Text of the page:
But what I’ve found is that almost every news story is filled with negativity.  We get told over and over again everything that is wrong with humanity.  If we watch the local news it can be worse.  One station spends about 15 minutes going through all the people who went to court for the day.

It makes people look bad.  But in my 20 year career working for Fortune 500 companies, traveling all around the world with my sports teams and for personal fun, and working with an advocacy group–I have found most people are good.  Most people care about others and want to live a peaceful and happy life.

I like learning about what’s going on in the world, but I’d rather not be inundated with negativity.  Watch the news, but realize the whole world isn’t going to hell.

3)  Focus on what you can control

We have become a fear based culture.  Almost to the point we are paranoid about where we go and what we do for fear of running into someone who wishes to do us harm.  Paralyzing fear keeps people from venturing out and living life in a carefree way.

The truth is we can’t control what happens. In fact, we have little control over few things.  I’ve found the key to stay healthy is to find the things I can control and focus on those things.  It’s much more pleasant than worrying about all the things that could happen. 

I’ve also noticed that trying to change someone else’s views or opinions is like walking up the Rocky Mountains with no shoes on.  I can’t control the fact that some people refuse to listen to an opposing viewpoint.  It’s hard to do.  But in finding the best solutions to challenges or problems it’s great to have different perspectives and experiences at the table.  We just can’t control who is willing to listen and who is not.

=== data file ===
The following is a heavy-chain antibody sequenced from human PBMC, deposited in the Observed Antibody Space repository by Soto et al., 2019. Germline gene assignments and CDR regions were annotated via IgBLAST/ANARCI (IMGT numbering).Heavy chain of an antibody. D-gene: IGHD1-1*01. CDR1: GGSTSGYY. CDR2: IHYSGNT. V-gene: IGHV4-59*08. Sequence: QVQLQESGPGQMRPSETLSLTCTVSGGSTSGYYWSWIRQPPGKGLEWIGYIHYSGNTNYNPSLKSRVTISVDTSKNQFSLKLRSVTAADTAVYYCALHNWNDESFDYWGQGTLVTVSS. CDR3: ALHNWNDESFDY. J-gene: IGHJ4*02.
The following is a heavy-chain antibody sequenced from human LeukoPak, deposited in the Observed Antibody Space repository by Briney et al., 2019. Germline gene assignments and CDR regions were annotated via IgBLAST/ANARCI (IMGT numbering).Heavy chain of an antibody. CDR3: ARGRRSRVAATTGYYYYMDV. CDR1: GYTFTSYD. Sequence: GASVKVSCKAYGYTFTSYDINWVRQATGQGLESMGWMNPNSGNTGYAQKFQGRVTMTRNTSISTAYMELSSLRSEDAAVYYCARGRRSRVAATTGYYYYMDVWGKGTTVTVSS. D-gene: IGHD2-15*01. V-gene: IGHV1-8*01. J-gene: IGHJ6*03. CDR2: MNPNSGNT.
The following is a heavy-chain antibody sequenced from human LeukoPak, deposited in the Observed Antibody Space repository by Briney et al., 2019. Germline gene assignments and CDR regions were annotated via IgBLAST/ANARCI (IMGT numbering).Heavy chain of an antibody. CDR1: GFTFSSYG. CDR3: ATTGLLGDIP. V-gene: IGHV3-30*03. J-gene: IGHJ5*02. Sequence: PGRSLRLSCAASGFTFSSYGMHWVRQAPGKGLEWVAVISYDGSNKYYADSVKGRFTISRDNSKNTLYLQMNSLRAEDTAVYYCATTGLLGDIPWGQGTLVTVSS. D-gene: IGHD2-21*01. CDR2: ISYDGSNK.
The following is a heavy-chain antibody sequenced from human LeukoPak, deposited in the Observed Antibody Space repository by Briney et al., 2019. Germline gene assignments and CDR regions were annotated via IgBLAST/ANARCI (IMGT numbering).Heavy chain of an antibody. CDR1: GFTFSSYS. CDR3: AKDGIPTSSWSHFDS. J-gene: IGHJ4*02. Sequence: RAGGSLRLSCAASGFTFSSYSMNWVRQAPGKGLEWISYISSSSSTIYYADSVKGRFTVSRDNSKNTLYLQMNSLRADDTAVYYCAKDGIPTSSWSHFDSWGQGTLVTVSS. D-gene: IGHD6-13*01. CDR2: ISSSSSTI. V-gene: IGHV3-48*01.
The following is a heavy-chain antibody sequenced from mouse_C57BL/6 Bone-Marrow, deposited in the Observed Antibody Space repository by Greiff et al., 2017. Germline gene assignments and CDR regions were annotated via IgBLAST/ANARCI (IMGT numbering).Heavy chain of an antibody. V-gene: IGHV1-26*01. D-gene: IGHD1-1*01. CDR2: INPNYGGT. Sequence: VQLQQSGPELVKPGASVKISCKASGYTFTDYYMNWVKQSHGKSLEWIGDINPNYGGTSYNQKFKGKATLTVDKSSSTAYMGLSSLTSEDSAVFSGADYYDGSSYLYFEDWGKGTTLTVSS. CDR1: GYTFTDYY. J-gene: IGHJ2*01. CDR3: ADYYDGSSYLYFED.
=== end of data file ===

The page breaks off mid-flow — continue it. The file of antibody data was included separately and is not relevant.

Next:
I practice taking a deep breath and keeping things in perspective, realizing there is very little I can control.  But how I look at things is one of them.  I choose compassion and empathy, it’s something I can control and it makes me feel good.

4)  Balance social media

I was having a conversation with my friend Betsy.  We were talking about how important it is to balance how we use social media.  She said, “I’ve disconnected–deleted all my social media accounts.  I was spending sometimes 8 hours a day on social media.  Almost addicted to Facebook and Instagram likes.”

I thought about what she was saying and then ask myself the question, “How much time am I spending on social media?”  The answer was it ebs and flows.  I’m not addicted to it, but I try to use it constructively.  I don’t allow myself to compare my life to others, especially because I know people often portray their lives as perfect on social media.

Balance is the key.  And remember there was a day when counting the number of “likes” just didn’t matter.  I find it helpful to simply disconnect at times.  It helps me stay grounded in what’s most important.

5)  Learn how to stay present

There is no greater joy to me than having an intimate conversation with someone who is fully present.  We can all sense when someone is paying attention to us and when they are not.

It’s a discipline to learn how to stay in the present.  But I’ve found it to be the most helpful way I can live.  Sometimes my past has been painful and staying in the present keeps me far away from reliving the pain all over again.

6)  Surround yourself with positive people